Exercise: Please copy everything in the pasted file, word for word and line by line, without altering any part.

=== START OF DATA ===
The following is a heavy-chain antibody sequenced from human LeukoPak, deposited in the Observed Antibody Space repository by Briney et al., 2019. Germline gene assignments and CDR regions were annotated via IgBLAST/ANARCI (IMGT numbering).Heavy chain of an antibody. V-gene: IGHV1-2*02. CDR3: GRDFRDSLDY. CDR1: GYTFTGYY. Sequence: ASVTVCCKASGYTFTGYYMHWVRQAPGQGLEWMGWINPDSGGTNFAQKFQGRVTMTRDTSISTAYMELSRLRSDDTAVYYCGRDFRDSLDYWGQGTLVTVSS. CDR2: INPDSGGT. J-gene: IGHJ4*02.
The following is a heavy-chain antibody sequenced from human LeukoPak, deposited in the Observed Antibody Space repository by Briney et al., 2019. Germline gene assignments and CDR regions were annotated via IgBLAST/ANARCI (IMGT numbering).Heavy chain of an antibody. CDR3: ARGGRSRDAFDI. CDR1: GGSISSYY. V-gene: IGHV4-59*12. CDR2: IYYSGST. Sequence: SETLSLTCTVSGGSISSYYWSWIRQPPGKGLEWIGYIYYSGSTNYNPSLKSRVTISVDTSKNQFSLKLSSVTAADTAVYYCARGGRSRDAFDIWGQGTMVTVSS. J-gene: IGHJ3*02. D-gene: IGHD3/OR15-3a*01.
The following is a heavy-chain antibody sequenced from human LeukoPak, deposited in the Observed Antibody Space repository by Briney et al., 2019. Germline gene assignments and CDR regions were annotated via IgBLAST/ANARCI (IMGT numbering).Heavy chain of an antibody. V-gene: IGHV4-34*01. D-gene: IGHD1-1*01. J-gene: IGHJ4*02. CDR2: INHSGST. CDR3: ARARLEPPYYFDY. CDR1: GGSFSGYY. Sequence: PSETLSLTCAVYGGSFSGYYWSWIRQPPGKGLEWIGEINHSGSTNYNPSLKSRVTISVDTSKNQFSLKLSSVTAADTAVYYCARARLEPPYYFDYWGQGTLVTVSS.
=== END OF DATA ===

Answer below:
The following is a heavy-chain antibody sequenced from human LeukoPak, deposited in the Observed Antibody Space repository by Briney et al., 2019. Germline gene assignments and CDR regions were annotated via IgBLAST/ANARCI (IMGT numbering).Heavy chain of an antibody. V-gene: IGHV1-2*02. CDR3: GRDFRDSLDY. CDR1: GYTFTGYY. Sequence: ASVTVCCKASGYTFTGYYMHWVRQAPGQGLEWMGWINPDSGGTNFAQKFQGRVTMTRDTSISTAYMELSRLRSDDTAVYYCGRDFRDSLDYWGQGTLVTVSS. CDR2: INPDSGGT. J-gene: IGHJ4*02.
The following is a heavy-chain antibody sequenced from human LeukoPak, deposited in the Observed Antibody Space repository by Briney et al., 2019. Germline gene assignments and CDR regions were annotated via IgBLAST/ANARCI (IMGT numbering).Heavy chain of an antibody. CDR3: ARGGRSRDAFDI. CDR1: GGSISSYY. V-gene: IGHV4-59*12. CDR2: IYYSGST. Sequence: SETLSLTCTVSGGSISSYYWSWIRQPPGKGLEWIGYIYYSGSTNYNPSLKSRVTISVDTSKNQFSLKLSSVTAADTAVYYCARGGRSRDAFDIWGQGTMVTVSS. J-gene: IGHJ3*02. D-gene: IGHD3/OR15-3a*01.
The following is a heavy-chain antibody sequenced from human LeukoPak, deposited in the Observed Antibody Space repository by Briney et al., 2019. Germline gene assignments and CDR regions were annotated via IgBLAST/ANARCI (IMGT numbering).Heavy chain of an antibody. V-gene: IGHV4-34*01. D-gene: IGHD1-1*01. J-gene: IGHJ4*02. CDR2: INHSGST. CDR3: ARARLEPPYYFDY. CDR1: GGSFSGYY. Sequence: PSETLSLTCAVYGGSFSGYYWSWIRQPPGKGLEWIGEINHSGSTNYNPSLKSRVTISVDTSKNQFSLKLSSVTAADTAVYYCARARLEPPYYFDYWGQGTLVTVSS.